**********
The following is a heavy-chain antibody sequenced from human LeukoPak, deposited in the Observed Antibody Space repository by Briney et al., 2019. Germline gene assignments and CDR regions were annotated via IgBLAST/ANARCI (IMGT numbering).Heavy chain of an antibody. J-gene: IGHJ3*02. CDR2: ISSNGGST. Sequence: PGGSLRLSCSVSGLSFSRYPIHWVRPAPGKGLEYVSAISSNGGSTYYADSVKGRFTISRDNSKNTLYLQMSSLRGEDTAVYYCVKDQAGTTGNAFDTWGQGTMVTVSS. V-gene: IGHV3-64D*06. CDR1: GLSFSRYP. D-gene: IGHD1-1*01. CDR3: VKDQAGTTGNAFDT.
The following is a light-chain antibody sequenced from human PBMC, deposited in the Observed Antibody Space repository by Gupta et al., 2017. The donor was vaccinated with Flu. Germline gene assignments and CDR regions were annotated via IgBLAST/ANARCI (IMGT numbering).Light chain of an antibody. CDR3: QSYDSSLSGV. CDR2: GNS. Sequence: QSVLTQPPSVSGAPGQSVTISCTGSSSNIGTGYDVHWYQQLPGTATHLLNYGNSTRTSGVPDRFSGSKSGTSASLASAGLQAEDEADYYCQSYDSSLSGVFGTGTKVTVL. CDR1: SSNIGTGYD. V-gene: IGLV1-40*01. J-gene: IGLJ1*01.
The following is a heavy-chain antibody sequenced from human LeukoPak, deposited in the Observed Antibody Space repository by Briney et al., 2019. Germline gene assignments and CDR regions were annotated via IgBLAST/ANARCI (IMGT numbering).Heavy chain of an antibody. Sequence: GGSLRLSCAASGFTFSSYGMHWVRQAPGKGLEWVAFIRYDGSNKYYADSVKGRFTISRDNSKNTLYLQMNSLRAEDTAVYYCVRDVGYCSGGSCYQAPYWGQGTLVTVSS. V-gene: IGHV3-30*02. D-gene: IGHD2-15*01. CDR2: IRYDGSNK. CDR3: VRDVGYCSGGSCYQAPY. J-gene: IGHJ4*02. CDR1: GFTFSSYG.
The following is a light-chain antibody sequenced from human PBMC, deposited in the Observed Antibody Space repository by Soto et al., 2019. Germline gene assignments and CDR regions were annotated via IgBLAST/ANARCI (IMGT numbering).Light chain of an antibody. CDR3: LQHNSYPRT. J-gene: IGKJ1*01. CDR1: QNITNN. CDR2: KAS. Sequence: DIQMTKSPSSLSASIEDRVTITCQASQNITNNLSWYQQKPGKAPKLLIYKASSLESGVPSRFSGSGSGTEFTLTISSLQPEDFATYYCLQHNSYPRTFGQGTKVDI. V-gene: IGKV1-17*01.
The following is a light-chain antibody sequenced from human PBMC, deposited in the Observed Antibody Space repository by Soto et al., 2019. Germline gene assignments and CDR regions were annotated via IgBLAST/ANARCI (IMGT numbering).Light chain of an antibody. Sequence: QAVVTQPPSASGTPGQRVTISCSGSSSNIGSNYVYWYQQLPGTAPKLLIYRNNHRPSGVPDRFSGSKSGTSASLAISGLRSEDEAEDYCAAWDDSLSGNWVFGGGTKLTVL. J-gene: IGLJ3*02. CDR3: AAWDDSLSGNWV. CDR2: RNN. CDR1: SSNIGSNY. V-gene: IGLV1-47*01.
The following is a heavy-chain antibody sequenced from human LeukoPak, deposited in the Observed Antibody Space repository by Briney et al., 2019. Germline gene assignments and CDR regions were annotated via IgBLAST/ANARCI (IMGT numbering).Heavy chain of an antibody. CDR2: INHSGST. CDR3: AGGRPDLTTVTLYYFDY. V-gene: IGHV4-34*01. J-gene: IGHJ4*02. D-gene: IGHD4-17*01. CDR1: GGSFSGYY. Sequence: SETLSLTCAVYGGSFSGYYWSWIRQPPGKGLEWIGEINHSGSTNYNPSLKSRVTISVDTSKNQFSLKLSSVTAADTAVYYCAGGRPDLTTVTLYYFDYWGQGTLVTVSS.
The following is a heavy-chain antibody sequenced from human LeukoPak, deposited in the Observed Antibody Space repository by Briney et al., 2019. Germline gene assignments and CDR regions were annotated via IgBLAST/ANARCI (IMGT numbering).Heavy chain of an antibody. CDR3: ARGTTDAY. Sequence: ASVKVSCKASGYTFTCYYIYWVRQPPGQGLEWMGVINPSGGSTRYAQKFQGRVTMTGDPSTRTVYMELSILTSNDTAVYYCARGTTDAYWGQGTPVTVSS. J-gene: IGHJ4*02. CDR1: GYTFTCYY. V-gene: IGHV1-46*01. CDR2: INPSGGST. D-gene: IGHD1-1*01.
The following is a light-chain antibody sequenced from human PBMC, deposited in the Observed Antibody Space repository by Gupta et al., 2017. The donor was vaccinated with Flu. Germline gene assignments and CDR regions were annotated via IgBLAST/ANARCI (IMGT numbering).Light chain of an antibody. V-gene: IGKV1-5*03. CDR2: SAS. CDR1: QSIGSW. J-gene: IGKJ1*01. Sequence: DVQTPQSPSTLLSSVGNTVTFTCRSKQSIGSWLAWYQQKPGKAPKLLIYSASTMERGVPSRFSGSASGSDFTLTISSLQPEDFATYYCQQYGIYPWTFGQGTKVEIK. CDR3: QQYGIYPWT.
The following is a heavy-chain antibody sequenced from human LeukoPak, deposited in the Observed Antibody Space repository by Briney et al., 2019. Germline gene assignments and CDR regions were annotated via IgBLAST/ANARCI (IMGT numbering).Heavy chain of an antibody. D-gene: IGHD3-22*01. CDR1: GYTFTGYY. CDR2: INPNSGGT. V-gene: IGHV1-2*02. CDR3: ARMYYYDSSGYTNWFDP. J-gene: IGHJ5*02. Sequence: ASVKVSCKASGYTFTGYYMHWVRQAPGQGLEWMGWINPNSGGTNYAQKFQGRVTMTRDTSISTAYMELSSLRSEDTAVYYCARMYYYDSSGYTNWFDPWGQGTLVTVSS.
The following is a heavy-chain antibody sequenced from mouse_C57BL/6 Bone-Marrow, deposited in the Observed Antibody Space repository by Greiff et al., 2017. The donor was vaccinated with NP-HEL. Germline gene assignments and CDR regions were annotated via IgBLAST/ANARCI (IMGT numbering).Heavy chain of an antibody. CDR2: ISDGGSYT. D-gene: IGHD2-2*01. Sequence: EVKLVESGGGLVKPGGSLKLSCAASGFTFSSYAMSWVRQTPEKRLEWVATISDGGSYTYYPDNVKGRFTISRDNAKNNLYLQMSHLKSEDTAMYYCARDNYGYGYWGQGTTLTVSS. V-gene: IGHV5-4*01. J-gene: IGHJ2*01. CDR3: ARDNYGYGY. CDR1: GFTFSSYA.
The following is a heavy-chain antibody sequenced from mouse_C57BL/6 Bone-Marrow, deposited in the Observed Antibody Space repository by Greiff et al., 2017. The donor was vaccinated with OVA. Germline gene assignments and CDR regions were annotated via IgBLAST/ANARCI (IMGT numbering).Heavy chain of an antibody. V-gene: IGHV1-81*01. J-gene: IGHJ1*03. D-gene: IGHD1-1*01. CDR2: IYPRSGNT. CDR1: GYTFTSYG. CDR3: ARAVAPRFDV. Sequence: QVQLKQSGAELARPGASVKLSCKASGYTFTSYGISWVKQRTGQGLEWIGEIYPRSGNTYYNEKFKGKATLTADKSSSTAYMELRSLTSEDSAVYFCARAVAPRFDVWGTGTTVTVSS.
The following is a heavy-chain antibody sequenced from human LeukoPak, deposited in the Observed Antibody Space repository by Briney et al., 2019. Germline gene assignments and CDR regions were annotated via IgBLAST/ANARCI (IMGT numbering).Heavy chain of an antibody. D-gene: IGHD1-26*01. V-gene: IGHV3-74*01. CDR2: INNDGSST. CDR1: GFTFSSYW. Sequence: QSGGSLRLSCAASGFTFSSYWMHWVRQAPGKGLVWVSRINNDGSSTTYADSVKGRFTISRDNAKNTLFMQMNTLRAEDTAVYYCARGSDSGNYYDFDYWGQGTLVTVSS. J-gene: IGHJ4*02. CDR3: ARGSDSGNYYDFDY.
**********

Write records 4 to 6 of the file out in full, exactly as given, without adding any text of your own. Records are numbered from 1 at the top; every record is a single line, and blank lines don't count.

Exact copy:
The following is a light-chain antibody sequenced from human PBMC, deposited in the Observed Antibody Space repository by Soto et al., 2019. Germline gene assignments and CDR regions were annotated via IgBLAST/ANARCI (IMGT numbering).Light chain of an antibody. CDR3: LQHNSYPRT. J-gene: IGKJ1*01. CDR1: QNITNN. CDR2: KAS. Sequence: DIQMTKSPSSLSASIEDRVTITCQASQNITNNLSWYQQKPGKAPKLLIYKASSLESGVPSRFSGSGSGTEFTLTISSLQPEDFATYYCLQHNSYPRTFGQGTKVDI. V-gene: IGKV1-17*01.
The following is a light-chain antibody sequenced from human PBMC, deposited in the Observed Antibody Space repository by Soto et al., 2019. Germline gene assignments and CDR regions were annotated via IgBLAST/ANARCI (IMGT numbering).Light chain of an antibody. Sequence: QAVVTQPPSASGTPGQRVTISCSGSSSNIGSNYVYWYQQLPGTAPKLLIYRNNHRPSGVPDRFSGSKSGTSASLAISGLRSEDEAEDYCAAWDDSLSGNWVFGGGTKLTVL. J-gene: IGLJ3*02. CDR3: AAWDDSLSGNWV. CDR2: RNN. CDR1: SSNIGSNY. V-gene: IGLV1-47*01.
The following is a heavy-chain antibody sequenced from human LeukoPak, deposited in the Observed Antibody Space repository by Briney et al., 2019. Germline gene assignments and CDR regions were annotated via IgBLAST/ANARCI (IMGT numbering).Heavy chain of an antibody. CDR2: INHSGST. CDR3: AGGRPDLTTVTLYYFDY. V-gene: IGHV4-34*01. J-gene: IGHJ4*02. D-gene: IGHD4-17*01. CDR1: GGSFSGYY. Sequence: SETLSLTCAVYGGSFSGYYWSWIRQPPGKGLEWIGEINHSGSTNYNPSLKSRVTISVDTSKNQFSLKLSSVTAADTAVYYCAGGRPDLTTVTLYYFDYWGQGTLVTVSS.